19. A loop filter that filters an error signal of a phase locked loop to thereby produce a frequency control input signal for a phase locked loop, the loop filter comprising:
an integrator including a resistor and a capacitor;
an integral charge pump that charges or discharges the capacitor; and
an integral charge pump steering controller that forces the integral charge pump to charge or discharge the capacitor for a predetermined time that is independent of the error signal.
20. A loop filter according to claim 19 wherein the integral charge pump steering controller comprises:
a counter connected to the integral charge pump;
a circuit that loads the counter with a counter value representing the predetermined time that is independent of the error signal; and
a circuit that activates the counter so that it counts for the predetermined time that is independent of the error signal to thereby force the integral charge pump to charge or discharge the capacitor for the predetermined time.
21. A loop filter according to claim 20 wherein the counter is a decrementing counter that counts down from the counter value to zero to thereby force the integral charge pump to charge or discharge the capacitor for the predetermined time.
22. A loop filter according to claim 19:
wherein the integral charge pump comprises a positive integral charge pump that charges the capacitor and a negative integral charge pump that discharges the capacitor; and
wherein the integral charge pump steering controller activates one of the positive integral charge pump and the negative integral charge pump for a predetermined time that is independent of the error signal.
23. A loop filter according to claim 20:
wherein the integral charge pump comprises a positive integral charge pump that charges the capacitor and a negative integral charge pump that discharges the capacitor;
wherein the integral charge pump steering controller further comprises a circuit that enables one of the positive integral charge pump and the negative integral charge pump; and
wherein the integral charge pump steering controller activates the enabled one of the positive integral charge pump and the negative integral charge pump for the predetermined time that is independent of the error signal.
24. A loop filter according to claim 23 wherein the integral charge pump steering controller further comprises:
a register that stores a number including a sign bit and a plurality of magnitude bits;
wherein the sign bit is connected to the circuit that enables one of the positive integral charge pump and the negative integral charge pump; and
wherein the plurality of magnitude bits are connected to the counter.
25. A loop filter according to claim 19 further comprising a second capacitor in parallel with the integrator and wherein the predetermined time is determined by:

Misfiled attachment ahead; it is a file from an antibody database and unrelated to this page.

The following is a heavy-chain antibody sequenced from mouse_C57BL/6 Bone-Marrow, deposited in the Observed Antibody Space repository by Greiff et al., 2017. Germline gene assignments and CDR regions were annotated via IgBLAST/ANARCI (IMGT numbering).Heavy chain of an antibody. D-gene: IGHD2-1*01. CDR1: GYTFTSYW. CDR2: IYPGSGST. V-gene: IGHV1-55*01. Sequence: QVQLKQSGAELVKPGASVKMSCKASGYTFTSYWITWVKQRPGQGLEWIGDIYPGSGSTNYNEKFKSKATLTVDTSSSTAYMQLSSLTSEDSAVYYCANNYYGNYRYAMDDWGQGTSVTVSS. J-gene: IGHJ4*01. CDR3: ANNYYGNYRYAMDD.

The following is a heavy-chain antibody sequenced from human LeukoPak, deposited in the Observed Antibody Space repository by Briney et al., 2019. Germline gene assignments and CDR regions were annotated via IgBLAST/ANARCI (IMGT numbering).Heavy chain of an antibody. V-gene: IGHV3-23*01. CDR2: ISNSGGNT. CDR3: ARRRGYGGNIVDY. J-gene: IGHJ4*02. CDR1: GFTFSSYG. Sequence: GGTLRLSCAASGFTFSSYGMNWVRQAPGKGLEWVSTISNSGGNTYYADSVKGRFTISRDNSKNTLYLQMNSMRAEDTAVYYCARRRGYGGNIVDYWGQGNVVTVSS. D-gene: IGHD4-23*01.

t=(f2 -f1)(C1 +C2)/(KVCO)(Ii)
where t is the predetermined time, f2 is a desired output frequency, f1 is a present output frequency, KVCO is a sensitivity constant for the controlled oscillator, Ii is the current that is produced by the integral charge pump, C1 is the value of the capacitor and C2 is the value of the second capacitor.
26. A loop filter according to claim 19 wherein the predetermined time is determined by:
t=(NM2 -NM1)(z)
where t is the predetermined time, NM2 is a new divider control input value, NM1 is a present divider control input value, and z is a constant.
27. A loop filter according to claim 19 wherein the integral charge pump steering controller forces the integral charge pump to charge or discharge the capacitor for a predetermined time that is independent of the error signal, and allows the integral charge pump to be activated in response to the error signal thereafter.
28. A loop filter according to claim 23 wherein the integral charge pump steering controller activates one of the positive integral charge pump and the negative integral charge pump for a predetermined time that is independent of the error signal, and allows one of the positive integral charge pump and the negative integral charge pump to be activated in response to the error signal thereafter.
29. A loop filter that filters an error signal of a phase locked loop to thereby produce a frequency control input signal for the phase locked loop, the loop filter comprising:
a capacitor;
a charge pump that charges or discharges the capacitor; and
a charge pump steering controller that forces the charge pump to charge or discharge the capacitor for a predetermined time that is independent of the error signal.
30. A loop filter according to claim 29 wherein the charge pump steering controller comprises:
a counter connected to the charge pump;
a circuit that loads the counter with a counter value representing the predetermined time that is independent of the error signal; and